With Americans’ wealth fading due to falling stock prices and declining home values as well, Daco sees “a multi-speed consumer spending outlook” as lower income consumers pull back this year while wealthier Americans will continue to travel and eat out.
An unclear timelineEric Freedman, chief investment officer at U.S. Bank Asset Management, told Fortune that he also believes U.S. consumers are splitting into two distinct groups, but he noted that, overall, consumers’ finances remain in good shape.
“I think that it is certainly possible that we could get that K-shaped type of spending phenomenon,” he said. “But the evidence right now does not suggest the consumer is in a really difficult spot. We would anticipate that worsening and weakening as the year goes on, but I think it's gonna have to be a later this year story, as opposed to a right here and now story.”
Both Daco and Freedman agreed consumer spending is set to drop, but by how much will depend on the labor market. Freedman believes that although employment trends are “softening,” unless the unemployment rate rises sharply, consumer spending will remain strong at least until later this year.
But Daco noted that before January’s blowout jobs report—which pushed the unemployment rate to a 53-year low of 3.4%—hiring was slowing, and seasonal adjustments that were made to last month’s employment data might have given an overly optimistic picture of the labor market.
“We also have to note that these readings tend to be quite volatile,” he said. “There's a big margin of error there. So yes, perhaps the labor market is still much stronger than we anticipated. But I would seriously doubt that it's that much stronger given our conversations with business executives in various sectors.”
Business leaders Daco spoke with recently didn’t have the “desire” to keep hiring or increase wages as fast as they have this past year either. To his point, some 61% of business leaders said they’re expecting layoffs at their companies this year in a recent ResumeBuilder survey.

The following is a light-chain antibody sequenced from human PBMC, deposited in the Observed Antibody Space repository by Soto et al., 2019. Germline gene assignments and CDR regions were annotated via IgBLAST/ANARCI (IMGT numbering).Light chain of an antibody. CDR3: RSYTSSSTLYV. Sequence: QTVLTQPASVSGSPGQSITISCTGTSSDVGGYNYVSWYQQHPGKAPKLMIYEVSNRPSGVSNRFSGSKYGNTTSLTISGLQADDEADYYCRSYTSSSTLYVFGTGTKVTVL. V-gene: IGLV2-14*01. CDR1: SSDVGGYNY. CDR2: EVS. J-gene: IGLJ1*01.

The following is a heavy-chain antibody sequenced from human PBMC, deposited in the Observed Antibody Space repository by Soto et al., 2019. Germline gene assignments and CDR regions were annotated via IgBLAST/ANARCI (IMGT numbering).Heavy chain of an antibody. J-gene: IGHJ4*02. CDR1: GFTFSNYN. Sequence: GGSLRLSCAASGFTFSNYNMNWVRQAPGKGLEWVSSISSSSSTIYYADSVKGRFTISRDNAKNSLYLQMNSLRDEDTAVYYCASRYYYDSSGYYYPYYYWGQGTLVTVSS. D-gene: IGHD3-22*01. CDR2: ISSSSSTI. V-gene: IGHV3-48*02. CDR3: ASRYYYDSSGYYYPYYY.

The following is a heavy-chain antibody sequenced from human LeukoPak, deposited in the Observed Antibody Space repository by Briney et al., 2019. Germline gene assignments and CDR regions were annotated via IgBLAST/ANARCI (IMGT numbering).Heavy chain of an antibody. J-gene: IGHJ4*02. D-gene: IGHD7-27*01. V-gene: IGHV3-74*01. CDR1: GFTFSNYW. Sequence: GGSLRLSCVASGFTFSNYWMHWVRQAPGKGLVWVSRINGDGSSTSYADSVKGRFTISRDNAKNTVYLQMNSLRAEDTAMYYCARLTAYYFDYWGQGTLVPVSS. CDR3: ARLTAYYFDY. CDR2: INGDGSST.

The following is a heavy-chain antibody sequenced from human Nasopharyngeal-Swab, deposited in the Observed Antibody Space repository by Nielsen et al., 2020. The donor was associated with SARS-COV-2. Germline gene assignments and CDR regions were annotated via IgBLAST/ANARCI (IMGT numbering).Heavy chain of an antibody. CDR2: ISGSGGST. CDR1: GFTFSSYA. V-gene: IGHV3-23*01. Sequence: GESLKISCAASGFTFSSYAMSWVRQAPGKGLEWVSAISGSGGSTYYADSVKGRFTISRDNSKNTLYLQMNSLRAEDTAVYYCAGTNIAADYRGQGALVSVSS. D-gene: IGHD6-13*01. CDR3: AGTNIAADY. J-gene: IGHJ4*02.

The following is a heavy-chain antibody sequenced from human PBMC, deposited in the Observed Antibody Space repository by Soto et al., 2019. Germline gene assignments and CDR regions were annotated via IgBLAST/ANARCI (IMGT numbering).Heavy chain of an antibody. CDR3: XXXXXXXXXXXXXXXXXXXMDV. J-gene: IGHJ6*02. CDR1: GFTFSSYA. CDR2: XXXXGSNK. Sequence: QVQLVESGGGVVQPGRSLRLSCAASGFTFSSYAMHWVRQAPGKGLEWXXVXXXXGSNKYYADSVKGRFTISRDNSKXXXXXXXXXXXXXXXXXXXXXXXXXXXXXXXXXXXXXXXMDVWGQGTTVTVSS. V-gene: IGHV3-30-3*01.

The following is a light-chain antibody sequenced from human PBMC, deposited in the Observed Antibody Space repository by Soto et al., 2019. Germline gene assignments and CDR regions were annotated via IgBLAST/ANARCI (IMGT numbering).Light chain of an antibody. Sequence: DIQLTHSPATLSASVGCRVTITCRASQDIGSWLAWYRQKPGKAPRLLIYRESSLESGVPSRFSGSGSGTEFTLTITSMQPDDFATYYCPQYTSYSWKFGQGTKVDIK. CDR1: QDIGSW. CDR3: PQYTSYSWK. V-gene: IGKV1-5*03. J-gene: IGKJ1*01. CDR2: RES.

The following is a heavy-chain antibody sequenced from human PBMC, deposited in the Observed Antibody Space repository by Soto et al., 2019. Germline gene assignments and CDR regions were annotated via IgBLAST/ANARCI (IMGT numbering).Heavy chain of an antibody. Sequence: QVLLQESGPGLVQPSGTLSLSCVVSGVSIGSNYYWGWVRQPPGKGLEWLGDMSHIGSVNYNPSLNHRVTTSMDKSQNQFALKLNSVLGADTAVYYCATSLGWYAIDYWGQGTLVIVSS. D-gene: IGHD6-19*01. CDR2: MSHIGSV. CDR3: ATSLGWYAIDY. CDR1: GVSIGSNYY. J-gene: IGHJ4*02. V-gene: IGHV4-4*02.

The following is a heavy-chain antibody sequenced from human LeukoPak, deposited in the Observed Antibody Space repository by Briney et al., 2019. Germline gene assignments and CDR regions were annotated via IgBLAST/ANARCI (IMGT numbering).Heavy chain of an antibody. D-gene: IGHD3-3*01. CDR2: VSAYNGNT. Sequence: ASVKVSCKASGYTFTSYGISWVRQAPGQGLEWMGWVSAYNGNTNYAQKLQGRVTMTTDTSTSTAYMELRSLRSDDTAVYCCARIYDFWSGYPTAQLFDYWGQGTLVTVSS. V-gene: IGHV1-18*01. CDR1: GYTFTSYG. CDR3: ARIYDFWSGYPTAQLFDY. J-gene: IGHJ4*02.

“What we're hearing is the desire to rethink the proper and ideal size of one's talent pool, rethink hiring decisions, and rethink wage growth and benefits growth in the current environment,” he said. “So there's really much more of a focus on cost and to me that would signal further weakening of consumer spending.”
Implications for the economy and investorsConsumer spending makes up roughly 70% of U.S. gross domestic product, so if it does slow dramatically, it will have big implications for the economy and investors. But while many billionaire investors and business leaders believe this means a recession is all but guaranteed, EY Parthenon’s Daco isn’t so sure.
He argues that the outlook for the U.S. economy is “uncertain” and while it could be headed for a “mild recession,” he doesn’t see “broad-based layoffs" as likely. And U.S Bank Asset Management’s Freedman doesn't foresee an outright recession either.
“Our economics team is calling for a slowdown, but not a recession,” he said. “We think that it's going to probably be a longer slowdown, if you will, but not necessarily a deep slowdown.”
For investors, the CIO said he was a “big fan” of the infrastructure and utilities sectors, which should benefit from recent legislation, and argued tech stocks may be a good long term investment, but it’s not a good time to buy. Like other Wall Street investors, Freedman also pointed to the value of simply holding cash in the form of U.S. treasuries due to the risky economic environment.
“You can invest in six month treasuries that yield over 5.07%. That's a pretty significant hurdle for investors to move away from,” he said. “It’s an absolute real yield. That’s attractive, no doubt.”
This story was originally featured on Fortune.com